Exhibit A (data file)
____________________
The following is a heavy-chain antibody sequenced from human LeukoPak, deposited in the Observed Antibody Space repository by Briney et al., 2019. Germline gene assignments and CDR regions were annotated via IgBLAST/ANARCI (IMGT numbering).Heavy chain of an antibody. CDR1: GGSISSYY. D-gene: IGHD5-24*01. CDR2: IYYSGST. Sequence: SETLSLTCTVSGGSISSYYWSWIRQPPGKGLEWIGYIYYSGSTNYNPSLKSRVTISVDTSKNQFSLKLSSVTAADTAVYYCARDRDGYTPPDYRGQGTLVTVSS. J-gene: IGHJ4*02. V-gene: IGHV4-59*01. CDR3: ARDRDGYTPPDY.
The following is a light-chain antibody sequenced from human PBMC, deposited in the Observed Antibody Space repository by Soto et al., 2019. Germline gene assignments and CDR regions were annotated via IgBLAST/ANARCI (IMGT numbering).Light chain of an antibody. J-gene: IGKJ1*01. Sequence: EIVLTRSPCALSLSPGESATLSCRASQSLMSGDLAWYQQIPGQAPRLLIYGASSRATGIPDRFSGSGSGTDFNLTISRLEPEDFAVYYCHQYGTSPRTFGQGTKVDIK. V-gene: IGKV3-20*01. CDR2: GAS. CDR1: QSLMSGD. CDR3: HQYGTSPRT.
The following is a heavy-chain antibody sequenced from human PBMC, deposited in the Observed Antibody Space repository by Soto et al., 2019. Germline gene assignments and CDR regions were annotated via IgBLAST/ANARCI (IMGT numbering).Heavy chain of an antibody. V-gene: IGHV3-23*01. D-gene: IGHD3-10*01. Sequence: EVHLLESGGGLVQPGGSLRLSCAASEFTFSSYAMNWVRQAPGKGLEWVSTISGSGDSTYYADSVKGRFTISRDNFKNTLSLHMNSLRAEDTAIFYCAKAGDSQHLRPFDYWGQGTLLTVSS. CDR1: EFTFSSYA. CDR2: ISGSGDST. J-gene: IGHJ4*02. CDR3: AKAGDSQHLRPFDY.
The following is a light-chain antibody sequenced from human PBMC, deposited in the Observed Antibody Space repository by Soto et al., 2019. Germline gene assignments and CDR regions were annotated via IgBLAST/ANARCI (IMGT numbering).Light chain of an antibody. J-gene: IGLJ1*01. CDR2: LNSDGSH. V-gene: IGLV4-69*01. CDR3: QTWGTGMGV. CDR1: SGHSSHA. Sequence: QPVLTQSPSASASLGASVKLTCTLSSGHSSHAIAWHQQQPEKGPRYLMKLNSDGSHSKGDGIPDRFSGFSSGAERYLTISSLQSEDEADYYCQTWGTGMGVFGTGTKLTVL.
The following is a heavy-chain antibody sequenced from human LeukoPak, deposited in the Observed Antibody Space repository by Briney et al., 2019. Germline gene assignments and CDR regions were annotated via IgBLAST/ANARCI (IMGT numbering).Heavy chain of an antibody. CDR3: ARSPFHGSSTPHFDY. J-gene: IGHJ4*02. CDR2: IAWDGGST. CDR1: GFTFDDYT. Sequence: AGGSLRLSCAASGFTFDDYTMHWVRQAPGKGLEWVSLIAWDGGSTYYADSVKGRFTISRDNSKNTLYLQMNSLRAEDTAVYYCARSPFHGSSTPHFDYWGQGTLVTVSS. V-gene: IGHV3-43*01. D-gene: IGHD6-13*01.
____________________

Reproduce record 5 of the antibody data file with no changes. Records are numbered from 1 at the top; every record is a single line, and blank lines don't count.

The following is a heavy-chain antibody sequenced from human LeukoPak, deposited in the Observed Antibody Space repository by Briney et al., 2019. Germline gene assignments and CDR regions were annotated via IgBLAST/ANARCI (IMGT numbering).Heavy chain of an antibody. CDR3: ARSPFHGSSTPHFDY. J-gene: IGHJ4*02. CDR2: IAWDGGST. CDR1: GFTFDDYT. Sequence: AGGSLRLSCAASGFTFDDYTMHWVRQAPGKGLEWVSLIAWDGGSTYYADSVKGRFTISRDNSKNTLYLQMNSLRAEDTAVYYCARSPFHGSSTPHFDYWGQGTLVTVSS. V-gene: IGHV3-43*01. D-gene: IGHD6-13*01.